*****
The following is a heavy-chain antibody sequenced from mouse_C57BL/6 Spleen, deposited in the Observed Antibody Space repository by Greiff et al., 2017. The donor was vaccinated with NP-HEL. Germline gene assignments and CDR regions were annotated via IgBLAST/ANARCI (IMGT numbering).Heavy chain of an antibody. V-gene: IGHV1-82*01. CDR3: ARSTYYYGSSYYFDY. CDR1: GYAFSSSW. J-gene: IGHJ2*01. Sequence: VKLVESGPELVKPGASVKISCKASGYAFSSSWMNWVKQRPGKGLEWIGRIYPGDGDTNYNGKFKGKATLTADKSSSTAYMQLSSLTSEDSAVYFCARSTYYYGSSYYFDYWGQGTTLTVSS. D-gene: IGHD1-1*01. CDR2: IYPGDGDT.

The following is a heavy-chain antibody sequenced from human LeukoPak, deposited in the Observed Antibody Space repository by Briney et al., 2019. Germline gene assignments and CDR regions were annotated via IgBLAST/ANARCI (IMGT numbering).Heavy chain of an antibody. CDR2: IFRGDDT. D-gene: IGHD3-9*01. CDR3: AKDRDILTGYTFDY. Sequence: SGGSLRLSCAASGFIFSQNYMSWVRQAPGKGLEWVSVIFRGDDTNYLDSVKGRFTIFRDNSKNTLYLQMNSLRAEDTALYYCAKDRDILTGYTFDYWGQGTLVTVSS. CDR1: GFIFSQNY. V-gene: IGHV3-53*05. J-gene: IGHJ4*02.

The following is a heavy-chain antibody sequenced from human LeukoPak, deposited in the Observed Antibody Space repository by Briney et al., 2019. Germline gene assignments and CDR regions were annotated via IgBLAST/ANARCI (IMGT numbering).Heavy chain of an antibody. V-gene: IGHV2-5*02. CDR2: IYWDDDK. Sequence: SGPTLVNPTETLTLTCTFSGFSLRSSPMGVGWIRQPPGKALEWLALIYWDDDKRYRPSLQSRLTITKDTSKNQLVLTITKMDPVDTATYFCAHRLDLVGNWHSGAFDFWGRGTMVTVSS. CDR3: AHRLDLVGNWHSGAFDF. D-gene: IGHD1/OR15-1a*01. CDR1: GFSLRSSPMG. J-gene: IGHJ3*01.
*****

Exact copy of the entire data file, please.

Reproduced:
The following is a heavy-chain antibody sequenced from mouse_C57BL/6 Spleen, deposited in the Observed Antibody Space repository by Greiff et al., 2017. The donor was vaccinated with NP-HEL. Germline gene assignments and CDR regions were annotated via IgBLAST/ANARCI (IMGT numbering).Heavy chain of an antibody. V-gene: IGHV1-82*01. CDR3: ARSTYYYGSSYYFDY. CDR1: GYAFSSSW. J-gene: IGHJ2*01. Sequence: VKLVESGPELVKPGASVKISCKASGYAFSSSWMNWVKQRPGKGLEWIGRIYPGDGDTNYNGKFKGKATLTADKSSSTAYMQLSSLTSEDSAVYFCARSTYYYGSSYYFDYWGQGTTLTVSS. D-gene: IGHD1-1*01. CDR2: IYPGDGDT.

The following is a heavy-chain antibody sequenced from human LeukoPak, deposited in the Observed Antibody Space repository by Briney et al., 2019. Germline gene assignments and CDR regions were annotated via IgBLAST/ANARCI (IMGT numbering).Heavy chain of an antibody. CDR2: IFRGDDT. D-gene: IGHD3-9*01. CDR3: AKDRDILTGYTFDY. Sequence: SGGSLRLSCAASGFIFSQNYMSWVRQAPGKGLEWVSVIFRGDDTNYLDSVKGRFTIFRDNSKNTLYLQMNSLRAEDTALYYCAKDRDILTGYTFDYWGQGTLVTVSS. CDR1: GFIFSQNY. V-gene: IGHV3-53*05. J-gene: IGHJ4*02.

The following is a heavy-chain antibody sequenced from human LeukoPak, deposited in the Observed Antibody Space repository by Briney et al., 2019. Germline gene assignments and CDR regions were annotated via IgBLAST/ANARCI (IMGT numbering).Heavy chain of an antibody. V-gene: IGHV2-5*02. CDR2: IYWDDDK. Sequence: SGPTLVNPTETLTLTCTFSGFSLRSSPMGVGWIRQPPGKALEWLALIYWDDDKRYRPSLQSRLTITKDTSKNQLVLTITKMDPVDTATYFCAHRLDLVGNWHSGAFDFWGRGTMVTVSS. CDR3: AHRLDLVGNWHSGAFDF. D-gene: IGHD1/OR15-1a*01. CDR1: GFSLRSSPMG. J-gene: IGHJ3*01.